Information is not enough.
It’s through experience, (negotiating the cable bill, reaching that high-note, and getting the first act, first draft, and first attempt done. )
Bit by bit. That’s how we transform ourselves and how to create great work.
At Pixar Studios (the pioneer of digital animation films) they use ‘dailies’, raw, unedited work to give constructive, midstream feedback. Everyone shows up to share incomplete work. No apologies. No embarrassment. A master class in how to see and think more expansively. Leaving the door open for the unexpected and keeping everyone in top form.
No surprise: Short experiments help us to get unstuck and are easier to start, test, tweak and finish.
Starting out with sprints and 5ks instead of marathons
Devising short scenes, one acts + monologues as the DNA of the full length play.
Prototyping in short 1-7 day incubators.
Or making 5 minute original content instead of 30 minute episodics.
AND THINK: Experimenting on a small scale as a relatively inexpensive way to f___ up and still profit.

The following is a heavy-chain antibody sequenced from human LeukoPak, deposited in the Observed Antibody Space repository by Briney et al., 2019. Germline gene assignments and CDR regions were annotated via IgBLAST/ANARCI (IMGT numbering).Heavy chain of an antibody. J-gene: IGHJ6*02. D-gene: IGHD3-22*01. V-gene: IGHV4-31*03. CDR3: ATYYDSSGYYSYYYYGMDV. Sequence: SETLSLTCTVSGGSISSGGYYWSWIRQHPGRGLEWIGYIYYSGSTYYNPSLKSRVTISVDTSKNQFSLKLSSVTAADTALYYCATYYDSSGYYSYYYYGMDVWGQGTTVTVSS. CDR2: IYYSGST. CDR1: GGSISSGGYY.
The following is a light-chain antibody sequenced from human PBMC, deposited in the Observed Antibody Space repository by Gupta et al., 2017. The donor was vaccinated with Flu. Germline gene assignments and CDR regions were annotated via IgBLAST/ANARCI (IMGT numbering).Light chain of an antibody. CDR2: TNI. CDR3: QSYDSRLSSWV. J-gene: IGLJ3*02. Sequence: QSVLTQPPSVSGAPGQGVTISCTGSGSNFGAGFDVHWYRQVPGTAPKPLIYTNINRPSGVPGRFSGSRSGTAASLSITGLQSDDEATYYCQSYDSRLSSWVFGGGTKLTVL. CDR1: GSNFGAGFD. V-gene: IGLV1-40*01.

In Pixar’s case, they use short films as a way of experimenting in the hopes of getting a glimpse at something bigger.
In “Bird by Bird”, Anne Lamott suggests that we work on SHORT ASSIGNMENTS: “Pick a one-inch picture frame and figure out one inch piece of the story to tell. One small scene, one small memory, one exchange.”
In “Ready For Anything”, productivity guru David Allen, preaches about the CRITICAL 20%: “Find the small interesting things, do them well, do them consistently for maximum impact and major results.”
And on and on and on …
It’s like discovering gold. Taking that (small) thing and creating a lab where matters of the heart + soul are worked out.
Finding that space where it’s okay to suck.
Throwing ourselves into some kind of free play, earning a few hard knocks, and seeing what animates us.
It feels good to loosen up and not take ourselves so seriously.
Try it. Maybe not (small) all the time, but at least (small) some of the time. This is how we open ourselves up to transformation.
And so it goes… forever.